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AM vs. FM Radio: What’s the Difference?

Ellen Gutoskey
Do kids these days even know what this is?
Do kids these days even know what this is? / Tuckraider/iStock via Getty Images
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Thanks to the digital revolution, members of Generation Z don’t spend much time twiddling a radio dial for a chance to hear their favorite song. But Millennials and their predecessors no doubt remember the experience—as well as the initialisms, AM and FM, that went along with it.

You probably know that AM and FM describe different kinds of radio stations. But how exactly are they different?

In order to process that answer, it helps to have at least a cursory understanding of how radios produce noise in the first place. Each radio station emits what’s known as a carrier wave or carrier signal, which is basically a steady electromagnetic wave whose variables—like frequency and amplitude—don’t change. That is, until a DJ starts playing a song at the station (or some other sound is broadcast). Those sound waves get converted into electrical signals that travel to your radio antenna via the carrier wave, and your radio converts them back into sound waves for your speaker to emit. When the carrier wave is transmitting those signals, it changes in one of two ways.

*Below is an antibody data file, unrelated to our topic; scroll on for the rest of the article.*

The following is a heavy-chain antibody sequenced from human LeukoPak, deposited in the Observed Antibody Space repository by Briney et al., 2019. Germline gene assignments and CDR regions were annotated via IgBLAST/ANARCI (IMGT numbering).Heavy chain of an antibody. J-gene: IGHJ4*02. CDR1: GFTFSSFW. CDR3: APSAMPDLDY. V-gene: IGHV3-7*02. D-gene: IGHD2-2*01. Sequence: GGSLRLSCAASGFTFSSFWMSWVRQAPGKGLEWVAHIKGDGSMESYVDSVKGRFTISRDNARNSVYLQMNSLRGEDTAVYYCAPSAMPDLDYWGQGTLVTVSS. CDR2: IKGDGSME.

If it’s an AM radio station, the carrier wave’s amplitude—the height of the wave—gets manipulated based on the signals. As Soundfly’s Flypaper reports, this is known as amplitude modulation, hence the AM. For FM radio stations, the amplitude remains the same, while the frequency—the number of completed wave cycles in a given time—changes.

frequency modulation vs amplitude modulation
FM vs. AM, illustrated. / petrroudny/iStock via Getty Images

FM stands for frequency modulation, and is generally considered better than AM. When random electrical signals interfere with a carrier wave, they can affect its amplitude. Since FM carrier waves don’t transmit signals via amplitude, as PBS explains, this has no bearing on the quality of an FM radio broadcast. But altering the amplitude of an AM carrier messes with the data it’s trying to transmit, which is why AM radio typically has more static than FM does. FM radio also broadcasts across a much larger range of frequencies—known as bandwidth—so it’s able to handle more nuance and variation in sound. If you want to broadcast music, you’ll get better quality by using FM radio.

That said, AM radio isn’t without its advantages. As explained in the video above, its wavelengths—the distance between one wave crest to the next—are significantly longer than FM wavelengths, which helps the signals travel farther and also stay intact when encountering barriers like buildings or mountains. If you want your broadcast to reach as many people as possible, AM radio may be your best bet.

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